A gardening initiative aimed at aiding the treatment and recovery of Borderers with mental illnesses was given a celebrity seal of approval on Sunday.
Carol Klein, a main presenter on the BBC Two show Gardeners’ World since 2005, took time out ahead of a sell-out talk at this year’s Borders Book Festival to visit the Space to Grow project at the Huntlyburn Ward near Melrose.
The Greater Manchester-born 12-year-old was said to be “very impressed” by the transformation of waste ground adjacent to the 19-bed NHS Borders facility for acute mental health patients into a therapeutic garden and allotment.
Accompanied by festival director Alistair Moffat, the bestselling author met staff and patients during a tour of the greenhouse and planting beds.
She also heard how the project had helped boost the confidence and self-belief of patients.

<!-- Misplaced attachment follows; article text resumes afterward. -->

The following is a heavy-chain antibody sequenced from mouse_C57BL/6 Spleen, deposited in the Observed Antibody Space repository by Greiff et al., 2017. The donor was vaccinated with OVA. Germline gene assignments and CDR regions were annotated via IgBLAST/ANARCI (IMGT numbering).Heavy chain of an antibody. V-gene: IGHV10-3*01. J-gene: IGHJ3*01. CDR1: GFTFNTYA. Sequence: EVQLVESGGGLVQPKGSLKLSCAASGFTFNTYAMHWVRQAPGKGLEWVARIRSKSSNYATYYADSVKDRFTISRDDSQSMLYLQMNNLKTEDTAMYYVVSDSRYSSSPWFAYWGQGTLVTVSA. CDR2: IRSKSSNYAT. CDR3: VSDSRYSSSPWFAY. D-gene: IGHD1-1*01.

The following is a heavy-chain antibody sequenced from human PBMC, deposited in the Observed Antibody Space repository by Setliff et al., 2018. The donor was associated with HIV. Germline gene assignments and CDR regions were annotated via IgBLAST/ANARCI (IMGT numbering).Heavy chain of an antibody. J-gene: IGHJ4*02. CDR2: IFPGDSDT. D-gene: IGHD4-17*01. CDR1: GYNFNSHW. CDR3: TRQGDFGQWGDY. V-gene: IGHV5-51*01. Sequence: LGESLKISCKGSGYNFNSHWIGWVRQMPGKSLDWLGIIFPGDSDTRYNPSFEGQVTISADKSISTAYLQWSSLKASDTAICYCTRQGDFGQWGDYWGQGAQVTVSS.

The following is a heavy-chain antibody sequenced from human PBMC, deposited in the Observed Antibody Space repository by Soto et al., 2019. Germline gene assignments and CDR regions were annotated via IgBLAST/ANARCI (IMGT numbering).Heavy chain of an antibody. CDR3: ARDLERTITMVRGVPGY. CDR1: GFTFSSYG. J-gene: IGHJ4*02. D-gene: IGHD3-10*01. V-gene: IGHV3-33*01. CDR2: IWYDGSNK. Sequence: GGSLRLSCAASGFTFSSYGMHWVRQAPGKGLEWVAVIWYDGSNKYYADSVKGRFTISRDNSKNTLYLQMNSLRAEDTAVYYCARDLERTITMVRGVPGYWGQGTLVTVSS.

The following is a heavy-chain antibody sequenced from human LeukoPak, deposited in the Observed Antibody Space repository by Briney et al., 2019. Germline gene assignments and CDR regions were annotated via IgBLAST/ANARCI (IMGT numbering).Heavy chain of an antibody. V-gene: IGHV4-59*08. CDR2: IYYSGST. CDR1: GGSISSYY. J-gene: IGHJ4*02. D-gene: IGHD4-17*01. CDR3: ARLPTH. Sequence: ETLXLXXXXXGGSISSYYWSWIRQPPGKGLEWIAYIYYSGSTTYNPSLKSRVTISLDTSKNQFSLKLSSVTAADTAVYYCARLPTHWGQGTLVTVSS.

Huntlyburn Ward charge nurse Richard Turnbull told the Southern: “We are all delighted with the progress of the project and the benefit that it has for patients.
“We are very grateful that Carol took time out from her busy schedule to come and visit us and pass on some of her gardening knowledge and wisdom.”
A spokesperson for NHS Borders said: “Even on this small scale, the uptake and impact of the Space to Grow project has been promising, with many patients wishing to volunteer in the garden after their discharge.
“This demonstrates how the project can encourage social inclusion and provide life skills and long-term benefit to patients.”
“However, the condition of the land means it is difficult to access for some patients and hard to maintain.
“The intention is to landscape the majority of the area so it has safe, accessible paths and defined areas for gardening as well as quiet reflection.
“Funding has been secured for the initial excavations and groundworks, and it is hoped money can now be raised for the paving of paths and the erection of raised planters.”
Volunteers prepared to help maintain the garden and share knowledge with patients and staff, or anyone wishing to donate to the project, are urged to call 01896 825542.